Gardening Articles: Health :: Health

Gardening is Exercise (page 2 of 4)

by Dan Hickey

Gardening as Exercise

The health benefits of gardening are impressive. Gardening uses all the major muscle groups — the muscles that do most of the calorie burning — in the human body. Legs, buttocks, shoulders, stomach, arms, neck, and back all get a workout. Gardening also increases flexibility and strengthens joints. Most gardeners have experienced the burning sensation of overworked legs and arms, but what we haven't known until recently is how much, how often, and at what intensity we should garden to get health benefits.

Recent research indicates that 30 minutes daily of moderate exercise such as gardening lowers blood pressure and cholesterol levels, helps prevent diabetes and heart disease, and prevents or slows osteoporosis. You may even live longer. That's all good news for gardeners.

On the other hand, strenuous exercise for relatively inactive people may pose risks. A recent study of 21,000 male Harvard University alumni showed that risk of heart attack among sedentary people was more than 100 times greater during strenuous activity than during light or no exercise. The risk during strenuous activity was only 2.4 times greater for people who exercised at least five times a week. In the Harvard study, gardening was one of the top exercise activities reported by the moderately active men in the study.

The greatest reduction in risk of coronary heart disease occurs between those who do almost no exercise and those who exercise moderately each day. It is important to note that most heart attacks — 96 percent — don't occur during strenuous activity, but the 4 percent of people who do have a heart attack during strenuous activity are sedentary or have heart disease. The bottom line — moderate exercise is better than doing nothing, and for most people probably better than strenuous exercise.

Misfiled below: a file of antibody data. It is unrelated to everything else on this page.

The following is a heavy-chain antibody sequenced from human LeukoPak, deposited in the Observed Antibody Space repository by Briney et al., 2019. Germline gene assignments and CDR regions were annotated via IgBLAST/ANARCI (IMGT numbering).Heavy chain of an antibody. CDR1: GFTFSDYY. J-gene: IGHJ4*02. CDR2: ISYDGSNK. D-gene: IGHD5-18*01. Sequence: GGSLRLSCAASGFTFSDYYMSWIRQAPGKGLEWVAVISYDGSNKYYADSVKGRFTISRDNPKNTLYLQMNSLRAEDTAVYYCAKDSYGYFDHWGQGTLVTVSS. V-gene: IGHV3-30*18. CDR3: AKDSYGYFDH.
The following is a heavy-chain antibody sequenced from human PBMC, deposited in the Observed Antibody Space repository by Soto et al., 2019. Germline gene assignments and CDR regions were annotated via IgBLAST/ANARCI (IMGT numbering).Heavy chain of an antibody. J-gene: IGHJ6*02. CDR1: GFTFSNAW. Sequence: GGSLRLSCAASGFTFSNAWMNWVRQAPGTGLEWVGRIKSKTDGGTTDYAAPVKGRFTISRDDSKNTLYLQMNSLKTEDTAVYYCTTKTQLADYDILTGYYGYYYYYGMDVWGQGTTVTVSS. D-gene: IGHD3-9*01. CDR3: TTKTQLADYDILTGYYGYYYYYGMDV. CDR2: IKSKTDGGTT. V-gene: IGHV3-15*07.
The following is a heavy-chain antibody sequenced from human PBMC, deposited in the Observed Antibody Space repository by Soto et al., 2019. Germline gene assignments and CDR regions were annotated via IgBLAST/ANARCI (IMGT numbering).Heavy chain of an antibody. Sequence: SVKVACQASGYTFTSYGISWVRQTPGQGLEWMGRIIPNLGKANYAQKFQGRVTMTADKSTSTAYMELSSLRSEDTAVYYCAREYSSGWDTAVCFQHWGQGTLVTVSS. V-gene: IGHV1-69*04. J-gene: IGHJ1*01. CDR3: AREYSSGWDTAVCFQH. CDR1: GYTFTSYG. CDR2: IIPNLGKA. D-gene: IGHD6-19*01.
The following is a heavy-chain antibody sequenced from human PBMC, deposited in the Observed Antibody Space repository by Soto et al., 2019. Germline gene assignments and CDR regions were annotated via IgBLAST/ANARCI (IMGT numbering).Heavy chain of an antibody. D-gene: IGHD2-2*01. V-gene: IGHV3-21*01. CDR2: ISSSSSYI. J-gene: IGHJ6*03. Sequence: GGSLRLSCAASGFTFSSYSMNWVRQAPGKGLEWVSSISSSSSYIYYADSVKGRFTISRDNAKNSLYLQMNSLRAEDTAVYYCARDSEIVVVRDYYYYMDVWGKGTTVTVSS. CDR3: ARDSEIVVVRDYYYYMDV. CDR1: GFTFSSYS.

How much is enough? Researchers now say you can break up the exercise sessions into short bursts (at least 8 minutes) of moderate activity throughout the day. Although each short activity has minimal health benefits, as long as those exercise sessions total 30 minutes, you'll profit. For example, if you weed for 10 minutes in the morning, push a mower for 10 minutes in the afternoon, and chop wood for 10 minutes in the evening you get similar health benefit as you would doing 30 consecutive minutes of comparable activities.

"These activities need to be of at least moderate intensity," says Dr. William Haskell, professor of medicine at the Stanford University Center for Research in Disease Prevention. "A person has to do more than putter around a flower bed." Haskell defines a moderate activity as the equivalent of a brisk walk (3-4 mph).

Although gardening is great for improving your overall health, Haskell advises combining moderate activity such as gardening with a program of regular aerobic exercise such as climbing stairs, cycling, jogging, or swimming. That's because aerobic exercise utilizes large muscle groups (usually the legs) over an extended period of time, and as its name implies, makes you breathe harder. Aerobic exercise offers additional health benefits — improved lung functioning and increased heart strength and efficiency — that you won't get from moderate exercise like gardening.

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